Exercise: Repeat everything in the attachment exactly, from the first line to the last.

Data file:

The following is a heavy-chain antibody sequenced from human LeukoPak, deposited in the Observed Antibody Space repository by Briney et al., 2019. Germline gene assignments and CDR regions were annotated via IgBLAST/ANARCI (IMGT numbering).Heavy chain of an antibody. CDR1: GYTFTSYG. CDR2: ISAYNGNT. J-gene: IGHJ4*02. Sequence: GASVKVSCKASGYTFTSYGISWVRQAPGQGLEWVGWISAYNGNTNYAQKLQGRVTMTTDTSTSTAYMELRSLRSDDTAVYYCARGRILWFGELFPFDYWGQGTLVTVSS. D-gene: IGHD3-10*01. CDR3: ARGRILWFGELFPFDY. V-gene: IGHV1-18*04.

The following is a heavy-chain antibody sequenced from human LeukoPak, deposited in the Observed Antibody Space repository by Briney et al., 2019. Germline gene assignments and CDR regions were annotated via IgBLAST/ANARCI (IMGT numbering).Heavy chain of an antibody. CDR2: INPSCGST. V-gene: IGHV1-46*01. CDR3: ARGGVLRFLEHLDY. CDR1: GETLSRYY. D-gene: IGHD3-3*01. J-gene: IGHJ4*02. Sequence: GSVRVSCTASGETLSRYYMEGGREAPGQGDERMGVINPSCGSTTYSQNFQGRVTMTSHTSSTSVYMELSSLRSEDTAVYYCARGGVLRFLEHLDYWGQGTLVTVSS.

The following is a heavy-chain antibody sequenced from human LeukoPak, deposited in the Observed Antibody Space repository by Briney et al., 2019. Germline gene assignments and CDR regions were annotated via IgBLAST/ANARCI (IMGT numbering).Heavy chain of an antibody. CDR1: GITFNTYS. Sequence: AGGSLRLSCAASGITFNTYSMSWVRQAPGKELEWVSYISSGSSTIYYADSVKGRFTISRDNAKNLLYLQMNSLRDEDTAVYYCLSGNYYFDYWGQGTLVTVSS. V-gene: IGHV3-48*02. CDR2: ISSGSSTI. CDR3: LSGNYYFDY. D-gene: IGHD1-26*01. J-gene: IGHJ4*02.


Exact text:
The following is a heavy-chain antibody sequenced from human LeukoPak, deposited in the Observed Antibody Space repository by Briney et al., 2019. Germline gene assignments and CDR regions were annotated via IgBLAST/ANARCI (IMGT numbering).Heavy chain of an antibody. CDR1: GYTFTSYG. CDR2: ISAYNGNT. J-gene: IGHJ4*02. Sequence: GASVKVSCKASGYTFTSYGISWVRQAPGQGLEWVGWISAYNGNTNYAQKLQGRVTMTTDTSTSTAYMELRSLRSDDTAVYYCARGRILWFGELFPFDYWGQGTLVTVSS. D-gene: IGHD3-10*01. CDR3: ARGRILWFGELFPFDY. V-gene: IGHV1-18*04.

The following is a heavy-chain antibody sequenced from human LeukoPak, deposited in the Observed Antibody Space repository by Briney et al., 2019. Germline gene assignments and CDR regions were annotated via IgBLAST/ANARCI (IMGT numbering).Heavy chain of an antibody. CDR2: INPSCGST. V-gene: IGHV1-46*01. CDR3: ARGGVLRFLEHLDY. CDR1: GETLSRYY. D-gene: IGHD3-3*01. J-gene: IGHJ4*02. Sequence: GSVRVSCTASGETLSRYYMEGGREAPGQGDERMGVINPSCGSTTYSQNFQGRVTMTSHTSSTSVYMELSSLRSEDTAVYYCARGGVLRFLEHLDYWGQGTLVTVSS.

The following is a heavy-chain antibody sequenced from human LeukoPak, deposited in the Observed Antibody Space repository by Briney et al., 2019. Germline gene assignments and CDR regions were annotated via IgBLAST/ANARCI (IMGT numbering).Heavy chain of an antibody. CDR1: GITFNTYS. Sequence: AGGSLRLSCAASGITFNTYSMSWVRQAPGKELEWVSYISSGSSTIYYADSVKGRFTISRDNAKNLLYLQMNSLRDEDTAVYYCLSGNYYFDYWGQGTLVTVSS. V-gene: IGHV3-48*02. CDR2: ISSGSSTI. CDR3: LSGNYYFDY. D-gene: IGHD1-26*01. J-gene: IGHJ4*02.